“Managing diabetes at school is most effective when there is a partnership among students, parents, school nurse, health care providers, teachers, counselors, coaches, transportation, food service employees, and administrators. The school nurse provides the health expertise and coordination needed to ensure cooperation from all partners in assisting the student toward self-management of diabetes. The National Association of School Nurses continues to provide resources for school nurses on the topic of diabetes management in schools. Resources are available at http://www.nasn.org/
We pushed for more, but got nothing… Disappointing! Clearly they’ve never spent time with a diabetic kid in school if they really believe in this utopian vision of some kind of coordinated team — including the lunch ladies! — who are going to “assist the student toward self-management of diabetes.” Huh?!
For the Good of the Kids, Right…?
What blows my mind is that California’s school nurses, and by extension many across the country, aren’t willing to acknowledge that mistakes happen and they’re not always the most qualified to deal with diabetes decision-making. As this story in Texas shows, nurses shouldn’t be the end-all-be-all when it comes to diabetes management.
We know that Highs and Lows don’t wait for a nurse who may be at another school, or helping some other kid. It’s not responsible for nurses to say they are the only ones who can navigate these tasks, when that’s clearly not the case (hello, from one of the millions of non-nurses who’ve been administering injections successfully for decades). This position can put kids in danger, and it’s not what school nurses should be about.
Or school administrators, who can create all kinds of resistance for families trying to get accommodations for their students with diabetes.
As seen in Indiana, where a high school teen with diabetes faced resistance from school administers who didn’t want to allow a 504 plan (agreement on a student’s care), asking for D-related accommodations like being able to test glucose in class. The local ADA chapter says the school turned it down based on “what might happen in the future” and “other kids get sick all the time,” so why should that particular student with diabetes get special treatment? REALLY?
Apparently, this case involved a girl with type 1 who was a freshman in high school and instead of just protesting to administrators, she wrote an article about the issue for the school paper — and then got censored and was told she had to alter the article before it could be published (!) The only reason that situation didn’t escalate is because the family opted to drop it and not pursue the 504, the ADA chapter says. How sad is that?
And then there’s this Tennessee case in which administrators filed a Child Neglect Report against parents they felt were keeping their daughter with diabetes too high at home and forcing lows at school — even though the child had an insulin pump and CGM, and the court records show the administrators clearly didn’t understand the basics of type 1 diabetes management. The school argued it felt the CWD was in danger and so the report was warranted, while the parents argued it was done in retaliation for their pressuring school officials about 504 accommodations that included checking BGs in class. A lower court sided with the school, but in early April a federal appeals court ruled in favor of the parents. That decision now applies to Kentucky, Michigan, Ohio, and Tennessee, and could set the stage for other rulings across the U.S.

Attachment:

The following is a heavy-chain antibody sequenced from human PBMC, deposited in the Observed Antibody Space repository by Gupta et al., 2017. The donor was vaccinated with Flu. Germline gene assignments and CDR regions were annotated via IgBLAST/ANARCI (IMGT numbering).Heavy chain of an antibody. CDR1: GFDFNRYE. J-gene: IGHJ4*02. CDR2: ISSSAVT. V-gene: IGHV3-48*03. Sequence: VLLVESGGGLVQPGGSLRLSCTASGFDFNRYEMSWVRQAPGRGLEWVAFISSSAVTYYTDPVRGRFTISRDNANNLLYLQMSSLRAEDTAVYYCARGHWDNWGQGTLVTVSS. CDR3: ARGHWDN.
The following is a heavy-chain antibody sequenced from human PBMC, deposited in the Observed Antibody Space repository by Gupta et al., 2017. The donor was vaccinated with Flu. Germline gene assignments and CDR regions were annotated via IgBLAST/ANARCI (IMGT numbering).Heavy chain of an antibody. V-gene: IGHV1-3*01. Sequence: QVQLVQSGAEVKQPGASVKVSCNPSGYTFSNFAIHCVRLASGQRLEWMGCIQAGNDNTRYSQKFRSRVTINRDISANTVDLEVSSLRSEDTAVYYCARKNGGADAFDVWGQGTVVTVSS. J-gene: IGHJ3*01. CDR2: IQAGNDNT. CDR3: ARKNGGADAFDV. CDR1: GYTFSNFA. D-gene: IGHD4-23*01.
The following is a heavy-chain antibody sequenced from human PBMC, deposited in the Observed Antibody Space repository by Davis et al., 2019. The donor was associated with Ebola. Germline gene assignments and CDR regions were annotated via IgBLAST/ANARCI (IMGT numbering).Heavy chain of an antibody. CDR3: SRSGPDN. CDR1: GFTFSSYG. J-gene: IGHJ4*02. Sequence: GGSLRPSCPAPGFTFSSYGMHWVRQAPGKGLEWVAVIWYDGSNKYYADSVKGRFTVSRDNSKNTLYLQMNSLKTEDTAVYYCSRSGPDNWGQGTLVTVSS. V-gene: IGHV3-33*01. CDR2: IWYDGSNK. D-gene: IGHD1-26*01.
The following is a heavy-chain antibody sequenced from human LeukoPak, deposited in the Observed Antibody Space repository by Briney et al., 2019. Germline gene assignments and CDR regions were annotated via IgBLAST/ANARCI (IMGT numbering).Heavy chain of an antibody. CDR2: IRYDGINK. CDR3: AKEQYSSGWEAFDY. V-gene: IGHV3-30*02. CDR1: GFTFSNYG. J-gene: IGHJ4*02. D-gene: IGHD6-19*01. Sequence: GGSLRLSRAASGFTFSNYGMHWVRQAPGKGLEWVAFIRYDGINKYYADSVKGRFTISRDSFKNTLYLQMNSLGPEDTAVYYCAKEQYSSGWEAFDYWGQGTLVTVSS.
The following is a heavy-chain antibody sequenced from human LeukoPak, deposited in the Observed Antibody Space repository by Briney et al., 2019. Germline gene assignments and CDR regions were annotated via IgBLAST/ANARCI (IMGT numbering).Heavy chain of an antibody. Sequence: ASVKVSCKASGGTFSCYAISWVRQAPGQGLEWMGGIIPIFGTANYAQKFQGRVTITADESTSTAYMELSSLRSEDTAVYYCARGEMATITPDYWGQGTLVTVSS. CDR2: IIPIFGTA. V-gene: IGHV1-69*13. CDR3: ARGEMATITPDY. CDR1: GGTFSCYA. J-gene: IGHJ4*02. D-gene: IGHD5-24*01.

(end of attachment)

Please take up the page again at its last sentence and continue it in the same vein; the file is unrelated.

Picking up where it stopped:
Of course, the bad situations get talked about a lot more than the good examples. It’s unfair to paint every school or nurse with the same brush. And there are likely many school nurses who don’t agree with the politics the lobbying arms take. That’s important to recognize.
Personally, I interpret the facts to say that it’s political and the nursing profession’s self-preservation is clearly an issue. To me, insisting that only nurses can give insulin or administer D-Care is ridiculous and goes against the nurse’s universal Florence Nightingale Pledge to “devote myself to the welfare of those committed to my care.”
This shouldn’t be a nursing profession position or a liability issue, but an issue focused keenly on the safety and well-being of diabetic kids, ensuring that they’re able to attend school the same as any other kid. The whole point behind 504 plans is not to hand out special privileges, but to ensure that kids with disabilities have access to the same kind of education that other kids get.
We’re crossing our fingers that folks in the nursing world can take a lesson from the great advocates out there putting kids first, instead of their own self-interests.
Then, School Nurses Day will really be something to celebrate in the Diabetes Community.